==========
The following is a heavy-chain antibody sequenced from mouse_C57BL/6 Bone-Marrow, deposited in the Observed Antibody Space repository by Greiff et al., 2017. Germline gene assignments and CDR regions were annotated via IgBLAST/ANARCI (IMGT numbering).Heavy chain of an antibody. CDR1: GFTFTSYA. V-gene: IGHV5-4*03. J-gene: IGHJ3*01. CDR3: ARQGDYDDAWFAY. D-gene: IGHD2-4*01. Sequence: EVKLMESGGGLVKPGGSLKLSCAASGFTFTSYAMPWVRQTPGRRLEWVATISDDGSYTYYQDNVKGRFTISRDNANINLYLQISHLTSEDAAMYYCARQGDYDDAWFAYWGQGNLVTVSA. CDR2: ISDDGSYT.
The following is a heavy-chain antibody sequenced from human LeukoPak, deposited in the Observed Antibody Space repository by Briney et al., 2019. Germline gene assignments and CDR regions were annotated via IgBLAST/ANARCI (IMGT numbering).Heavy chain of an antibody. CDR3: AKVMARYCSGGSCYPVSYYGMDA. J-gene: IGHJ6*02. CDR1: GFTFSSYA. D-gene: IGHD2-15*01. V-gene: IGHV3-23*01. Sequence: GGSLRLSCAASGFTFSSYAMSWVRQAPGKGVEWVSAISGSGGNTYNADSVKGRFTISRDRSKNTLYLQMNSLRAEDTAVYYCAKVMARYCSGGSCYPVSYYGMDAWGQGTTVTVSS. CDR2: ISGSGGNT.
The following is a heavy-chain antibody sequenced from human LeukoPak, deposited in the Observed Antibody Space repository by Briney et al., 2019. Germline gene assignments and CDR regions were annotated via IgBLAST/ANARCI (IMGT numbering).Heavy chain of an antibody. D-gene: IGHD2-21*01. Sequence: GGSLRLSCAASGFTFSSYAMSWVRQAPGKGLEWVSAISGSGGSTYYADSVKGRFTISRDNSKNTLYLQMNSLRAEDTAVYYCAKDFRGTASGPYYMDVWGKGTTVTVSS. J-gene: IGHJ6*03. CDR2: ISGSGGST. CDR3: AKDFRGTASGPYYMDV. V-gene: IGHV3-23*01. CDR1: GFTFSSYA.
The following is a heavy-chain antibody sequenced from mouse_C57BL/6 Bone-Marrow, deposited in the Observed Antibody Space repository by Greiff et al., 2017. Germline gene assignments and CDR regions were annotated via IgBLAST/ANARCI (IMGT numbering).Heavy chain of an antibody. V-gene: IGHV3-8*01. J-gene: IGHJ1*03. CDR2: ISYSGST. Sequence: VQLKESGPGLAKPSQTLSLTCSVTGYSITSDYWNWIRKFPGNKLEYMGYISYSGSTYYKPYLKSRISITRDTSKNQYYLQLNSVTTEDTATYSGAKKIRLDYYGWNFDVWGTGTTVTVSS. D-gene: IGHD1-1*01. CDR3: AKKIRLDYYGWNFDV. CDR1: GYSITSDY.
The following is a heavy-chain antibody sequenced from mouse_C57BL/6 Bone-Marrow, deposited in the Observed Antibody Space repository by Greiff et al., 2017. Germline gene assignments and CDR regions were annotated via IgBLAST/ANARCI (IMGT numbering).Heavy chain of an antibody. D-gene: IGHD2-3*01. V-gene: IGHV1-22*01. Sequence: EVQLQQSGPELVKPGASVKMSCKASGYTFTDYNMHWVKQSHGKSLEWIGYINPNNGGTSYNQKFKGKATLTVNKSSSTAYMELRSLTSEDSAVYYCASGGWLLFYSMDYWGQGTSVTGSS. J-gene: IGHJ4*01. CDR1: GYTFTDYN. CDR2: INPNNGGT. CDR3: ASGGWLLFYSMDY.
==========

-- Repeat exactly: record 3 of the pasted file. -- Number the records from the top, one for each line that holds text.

The following is a heavy-chain antibody sequenced from human LeukoPak, deposited in the Observed Antibody Space repository by Briney et al., 2019. Germline gene assignments and CDR regions were annotated via IgBLAST/ANARCI (IMGT numbering).Heavy chain of an antibody. D-gene: IGHD2-21*01. Sequence: GGSLRLSCAASGFTFSSYAMSWVRQAPGKGLEWVSAISGSGGSTYYADSVKGRFTISRDNSKNTLYLQMNSLRAEDTAVYYCAKDFRGTASGPYYMDVWGKGTTVTVSS. J-gene: IGHJ6*03. CDR2: ISGSGGST. CDR3: AKDFRGTASGPYYMDV. V-gene: IGHV3-23*01. CDR1: GFTFSSYA.